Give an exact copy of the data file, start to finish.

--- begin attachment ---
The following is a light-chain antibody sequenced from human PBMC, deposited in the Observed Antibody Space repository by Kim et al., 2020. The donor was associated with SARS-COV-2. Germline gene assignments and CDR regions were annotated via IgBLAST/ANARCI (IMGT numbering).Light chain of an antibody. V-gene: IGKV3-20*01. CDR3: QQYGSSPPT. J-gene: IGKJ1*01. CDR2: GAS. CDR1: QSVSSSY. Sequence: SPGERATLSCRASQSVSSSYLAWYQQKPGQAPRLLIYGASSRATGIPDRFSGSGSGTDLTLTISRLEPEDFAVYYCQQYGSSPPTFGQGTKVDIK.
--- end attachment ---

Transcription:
The following is a light-chain antibody sequenced from human PBMC, deposited in the Observed Antibody Space repository by Kim et al., 2020. The donor was associated with SARS-COV-2. Germline gene assignments and CDR regions were annotated via IgBLAST/ANARCI (IMGT numbering).Light chain of an antibody. V-gene: IGKV3-20*01. CDR3: QQYGSSPPT. J-gene: IGKJ1*01. CDR2: GAS. CDR1: QSVSSSY. Sequence: SPGERATLSCRASQSVSSSYLAWYQQKPGQAPRLLIYGASSRATGIPDRFSGSGSGTDLTLTISRLEPEDFAVYYCQQYGSSPPTFGQGTKVDIK.